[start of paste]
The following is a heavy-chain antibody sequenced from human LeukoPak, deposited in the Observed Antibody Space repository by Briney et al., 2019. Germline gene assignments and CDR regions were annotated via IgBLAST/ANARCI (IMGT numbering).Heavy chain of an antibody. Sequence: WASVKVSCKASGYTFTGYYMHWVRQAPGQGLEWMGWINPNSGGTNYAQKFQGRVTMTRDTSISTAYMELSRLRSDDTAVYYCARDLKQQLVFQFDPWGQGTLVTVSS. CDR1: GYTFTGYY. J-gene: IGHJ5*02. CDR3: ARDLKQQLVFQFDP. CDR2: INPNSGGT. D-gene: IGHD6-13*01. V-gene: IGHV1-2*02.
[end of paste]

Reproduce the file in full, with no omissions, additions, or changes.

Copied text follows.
The following is a heavy-chain antibody sequenced from human LeukoPak, deposited in the Observed Antibody Space repository by Briney et al., 2019. Germline gene assignments and CDR regions were annotated via IgBLAST/ANARCI (IMGT numbering).Heavy chain of an antibody. Sequence: WASVKVSCKASGYTFTGYYMHWVRQAPGQGLEWMGWINPNSGGTNYAQKFQGRVTMTRDTSISTAYMELSRLRSDDTAVYYCARDLKQQLVFQFDPWGQGTLVTVSS. CDR1: GYTFTGYY. J-gene: IGHJ5*02. CDR3: ARDLKQQLVFQFDP. CDR2: INPNSGGT. D-gene: IGHD6-13*01. V-gene: IGHV1-2*02.